Walter Garstang (1868-1949) was Professor of Zoology at the University of Leeds from 1907 to 1933. A pioneer in marine biology and fisheries research, the University’s Garstang building is named after him. In February we acquired an interesting collection of Garstang’s literary works and lectures.
These include ‘The Student’s Opera: A Burlesque Adaptation of the Song-Cycle of Gay’s Beggar’s Opera to themes of Modern University Life’ by Garstang. The programme announces that the play was performed to celebrate the ‘Jubilee of the Yorkshire College of Science and the Coming of Age of the University 1924’. Garstang’s humour is evident in the names of the dramatis personae which include ‘Susie Socket – a realist’ and ‘Professor Flickem – a Dean of Faculty’.
Garstang was passionate about the University of Leeds. His poem ‘The Red Sphinx’ is about the university’s icon the gryphon. Another praises ‘The White Rose’ on the institution’s arms. Garstang wrote many poems about nature and biology. His poetry collection ‘Larval Forms and Other Zoological’ verses was published posthumously in 1951.
We’ve also received a fascinating series of letters written by Private Arthur Barker from Birstall, West Yorkshire, to his wife Alice. Arthur (1881-1918) was conscripted in 1917. He sent over 100 letters to Alice from 1917-18 while training and on active service. Other items in his collection include an embroidered card sent by Alice to ‘My dear husband’, a pocket diary, two poems and a New Testament.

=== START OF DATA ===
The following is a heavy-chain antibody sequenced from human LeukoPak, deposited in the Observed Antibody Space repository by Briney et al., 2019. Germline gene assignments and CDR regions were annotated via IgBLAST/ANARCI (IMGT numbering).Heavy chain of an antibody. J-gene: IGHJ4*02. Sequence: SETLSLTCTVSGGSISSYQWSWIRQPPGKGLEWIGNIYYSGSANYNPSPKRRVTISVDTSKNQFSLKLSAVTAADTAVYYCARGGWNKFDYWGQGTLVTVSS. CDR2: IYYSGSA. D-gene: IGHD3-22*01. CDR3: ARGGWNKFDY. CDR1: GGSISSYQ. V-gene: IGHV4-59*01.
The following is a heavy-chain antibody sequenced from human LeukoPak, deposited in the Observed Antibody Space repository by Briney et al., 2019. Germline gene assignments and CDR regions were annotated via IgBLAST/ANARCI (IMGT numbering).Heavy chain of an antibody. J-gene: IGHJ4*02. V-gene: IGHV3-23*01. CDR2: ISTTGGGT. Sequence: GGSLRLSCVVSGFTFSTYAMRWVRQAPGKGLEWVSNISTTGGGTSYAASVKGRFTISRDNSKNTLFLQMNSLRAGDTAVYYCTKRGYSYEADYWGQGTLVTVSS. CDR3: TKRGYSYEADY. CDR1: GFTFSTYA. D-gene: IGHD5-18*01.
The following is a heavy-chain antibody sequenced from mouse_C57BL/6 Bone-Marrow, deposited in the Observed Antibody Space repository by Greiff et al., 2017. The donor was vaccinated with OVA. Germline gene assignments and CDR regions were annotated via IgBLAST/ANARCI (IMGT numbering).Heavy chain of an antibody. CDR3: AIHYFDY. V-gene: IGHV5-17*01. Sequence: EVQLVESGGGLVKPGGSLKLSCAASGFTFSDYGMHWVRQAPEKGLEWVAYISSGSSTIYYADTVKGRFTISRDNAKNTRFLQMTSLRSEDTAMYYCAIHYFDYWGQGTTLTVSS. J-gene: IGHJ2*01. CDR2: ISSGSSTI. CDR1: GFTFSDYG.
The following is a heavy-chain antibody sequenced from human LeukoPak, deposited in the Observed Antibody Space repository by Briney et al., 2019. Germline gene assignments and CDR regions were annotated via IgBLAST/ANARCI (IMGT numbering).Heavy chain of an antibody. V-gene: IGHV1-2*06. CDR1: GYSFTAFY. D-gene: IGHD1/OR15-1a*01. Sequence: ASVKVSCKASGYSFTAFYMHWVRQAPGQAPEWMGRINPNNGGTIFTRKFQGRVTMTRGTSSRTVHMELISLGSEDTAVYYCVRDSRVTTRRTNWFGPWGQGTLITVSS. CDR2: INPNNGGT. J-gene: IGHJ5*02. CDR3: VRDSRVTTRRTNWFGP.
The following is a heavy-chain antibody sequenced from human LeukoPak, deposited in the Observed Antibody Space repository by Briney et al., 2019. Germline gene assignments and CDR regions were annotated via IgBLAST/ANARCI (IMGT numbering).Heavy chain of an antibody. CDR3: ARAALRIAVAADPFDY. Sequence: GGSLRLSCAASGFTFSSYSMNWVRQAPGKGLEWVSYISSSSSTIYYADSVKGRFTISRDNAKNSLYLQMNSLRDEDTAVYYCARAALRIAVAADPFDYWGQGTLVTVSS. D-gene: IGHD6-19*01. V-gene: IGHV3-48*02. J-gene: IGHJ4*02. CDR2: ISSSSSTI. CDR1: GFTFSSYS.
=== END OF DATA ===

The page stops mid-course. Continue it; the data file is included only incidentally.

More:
Arthur joined the Kings Own Yorkshire Light Infantry and was sent to Hedon near Hull. In his letters he discusses his training and the possibility of getting leave. A talented singer, Arthur mentions being commended by an officer for singing in a concert. Alice and also friends sent Arthur parcels containing items such as cream crackers, gingerbread and cigarettes and he writes warmly thanking them.
Some of Arthur’s letters from Hedon were written on YMCA letter headed paper. Within the first two weeks of war being declared in 1914 the YMCA had set up 250 social centres or ‘huts’ for troops. Some were in England and Wales, others at the front line in France. The organisation provided troops with writing materials to help them keep in contact with family and entertainment so they could temporarily forget the hardships of war.
Arthur was transferred to 1st Northumberland Fusiliers on arrival in France in March 1918. Within a few days of arriving he was wounded. Arthur describes to Alice being sent to a convalescent hospital and later starting work in the camp shoemaker’s shop at Bayeux which he hoped would become a permanent job. However by 17 June Arthur was with his battalion on front line duties such as ration fatigues and wire carrying. He died from wounds on 23 August.
Arthur Barker’s collection is of particular interest because of the number of letters it contains and their continuity. His strong religious faith as a Methodist is evident throughout the correspondence. The archives are in Special Collections’ Liddle Collection.